The euro slumped Friday, Aug. 8, ahead of the release of new data expected to point to slowing economic growth in Europe and after the European Central Bank signaled rate hikes are off the agenda for the time being.
Is it comeback time for the dollar?
While figures to be published in Germany next Thursday are forecast to show Europe's biggest economy contracting by 0.8 percent in the second quarter, the European Commission statistics office is expected to say that growth in the 15-member euro zone slumped by 0.2 percent in the third months.
Speaking following a meeting Thursday of the ECB, the Frankfurt-based bank chief, Jean-Claude Trichet told a press conference that the risks facing the euro zone economy were starting to materialize.
"The uncertainty surrounding (the) outlook for economic activity remains high," Trichet said with the global economy hit by high energy costs, on-going financial market tensions and weakening economic growth.
After the ECB raised borrowing costs by 25 basis points to 4.25 percent at the start of July to ward off renewed inflationary pressures, Trichet told reporters that the bank now did not have a bias on interest rates.
The result was to undercut the euro which has chalked up big gains over the last year as worries have set in about the outlook for the giant US economy. Last month the euro hit an all-time high of more than $1.60.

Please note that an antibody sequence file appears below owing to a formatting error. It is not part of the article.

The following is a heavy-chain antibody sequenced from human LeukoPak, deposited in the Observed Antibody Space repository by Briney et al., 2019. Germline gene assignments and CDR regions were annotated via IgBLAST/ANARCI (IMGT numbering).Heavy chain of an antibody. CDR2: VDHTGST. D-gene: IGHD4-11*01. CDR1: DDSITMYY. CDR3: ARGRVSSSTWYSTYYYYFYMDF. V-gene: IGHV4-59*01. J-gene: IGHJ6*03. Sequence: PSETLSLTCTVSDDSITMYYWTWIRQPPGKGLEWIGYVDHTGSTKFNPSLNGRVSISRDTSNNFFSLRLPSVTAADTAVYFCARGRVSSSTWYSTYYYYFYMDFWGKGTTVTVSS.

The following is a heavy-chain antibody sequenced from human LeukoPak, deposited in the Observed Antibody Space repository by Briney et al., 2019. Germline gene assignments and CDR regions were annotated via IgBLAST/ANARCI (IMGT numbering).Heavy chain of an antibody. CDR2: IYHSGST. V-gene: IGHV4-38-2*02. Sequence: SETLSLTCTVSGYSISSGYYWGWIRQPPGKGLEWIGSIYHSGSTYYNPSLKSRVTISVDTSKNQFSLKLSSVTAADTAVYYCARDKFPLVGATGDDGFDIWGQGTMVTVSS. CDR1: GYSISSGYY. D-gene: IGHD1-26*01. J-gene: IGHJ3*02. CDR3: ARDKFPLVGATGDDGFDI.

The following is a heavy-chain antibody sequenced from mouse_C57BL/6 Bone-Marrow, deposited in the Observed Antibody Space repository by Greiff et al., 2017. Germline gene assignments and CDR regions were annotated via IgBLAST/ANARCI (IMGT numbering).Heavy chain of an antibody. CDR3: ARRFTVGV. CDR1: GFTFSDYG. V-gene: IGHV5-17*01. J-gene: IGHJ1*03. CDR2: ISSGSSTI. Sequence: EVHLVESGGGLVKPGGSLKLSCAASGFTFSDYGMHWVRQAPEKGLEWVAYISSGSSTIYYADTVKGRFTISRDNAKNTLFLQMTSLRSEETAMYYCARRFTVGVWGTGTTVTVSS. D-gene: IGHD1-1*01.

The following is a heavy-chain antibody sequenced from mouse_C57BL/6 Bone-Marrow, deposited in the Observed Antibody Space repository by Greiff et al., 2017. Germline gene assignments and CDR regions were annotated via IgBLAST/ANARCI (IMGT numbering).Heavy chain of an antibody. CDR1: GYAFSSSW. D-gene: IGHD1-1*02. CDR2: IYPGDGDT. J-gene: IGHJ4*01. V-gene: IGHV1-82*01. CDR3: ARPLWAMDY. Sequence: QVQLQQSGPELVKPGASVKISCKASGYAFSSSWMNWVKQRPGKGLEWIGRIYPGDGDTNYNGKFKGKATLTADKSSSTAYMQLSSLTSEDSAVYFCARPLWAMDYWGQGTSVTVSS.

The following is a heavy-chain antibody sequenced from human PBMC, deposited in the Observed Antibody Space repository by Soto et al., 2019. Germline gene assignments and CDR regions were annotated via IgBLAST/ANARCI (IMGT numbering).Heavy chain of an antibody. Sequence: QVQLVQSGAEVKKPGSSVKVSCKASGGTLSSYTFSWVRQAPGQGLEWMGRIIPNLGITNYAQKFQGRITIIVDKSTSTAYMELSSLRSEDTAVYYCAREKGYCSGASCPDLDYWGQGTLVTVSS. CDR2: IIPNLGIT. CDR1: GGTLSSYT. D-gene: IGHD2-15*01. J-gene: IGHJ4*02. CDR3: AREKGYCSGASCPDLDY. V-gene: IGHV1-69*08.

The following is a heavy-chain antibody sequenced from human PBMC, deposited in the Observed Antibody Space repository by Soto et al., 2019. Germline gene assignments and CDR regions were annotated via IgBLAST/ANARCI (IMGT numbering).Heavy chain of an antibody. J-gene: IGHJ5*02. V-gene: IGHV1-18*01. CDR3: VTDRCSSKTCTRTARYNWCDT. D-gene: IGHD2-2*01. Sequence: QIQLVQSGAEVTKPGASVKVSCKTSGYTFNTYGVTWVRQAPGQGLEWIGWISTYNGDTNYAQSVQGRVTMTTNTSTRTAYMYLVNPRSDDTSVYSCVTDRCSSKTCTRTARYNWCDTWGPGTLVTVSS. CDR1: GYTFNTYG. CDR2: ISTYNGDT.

But amid talk that Europe could slide into recession and with the ECB sitting tight on monetary policy, the euro remained under pressure Friday falling by more than 1 percent to 1.5122 against the dollar. This in turn has raised the prospects that the common currency could drop to 1.50 in the coming weeks.
The euro's fall against the greenback helped on Friday to underpin leading European export stocks such as carmakers. However, the common currency's drop also came as economists began to revise down their European growth forecasts as a batch of gloomy economic data continued to roll in.
After a two-year economic upswing, Germany bounded into the new year chalking up a solid 1.5 percent growth rate in the first quarter, which translated into a yearly expansion rate of 2.6 percent. This had helped to raise hopes that Germany might be able to avoid the worst of the fallout from the slowing world economy.
Confidence is down
But now with factory order books shrinking, business confidence at a three-year low and the mood among consumers sharply down, economists expect next week's German GDP figures will show the nation's economy expanding by 1.7 percent year-in-year in the second quarter. This is expected to follow the economy slumping 0.8 percent quarter on quarter in the three months to the end of June.
A rundown in economic growth in Germany, is also likely to drag down the economic performance of the euro zone where several states such as Italy, Spain and Ireland already appear to be edging towards recession. The forecast 0.2 percent fall in the euro zone's second-quarter growth rate follows a 0.7 percent expansion during the first three months of the year.
Year-on-year, the euro zone expanded by 2.1 percent during the first quarter. However, the official data to be released next Thursday is forecast to show year-on-year growth slowing to 1.5 percent in the three months to the end of June.
But a reminder of the pressures facing the ECB, data also to be released next is tipped to confirm euro zone inflation hit a record 4.1 percent last month.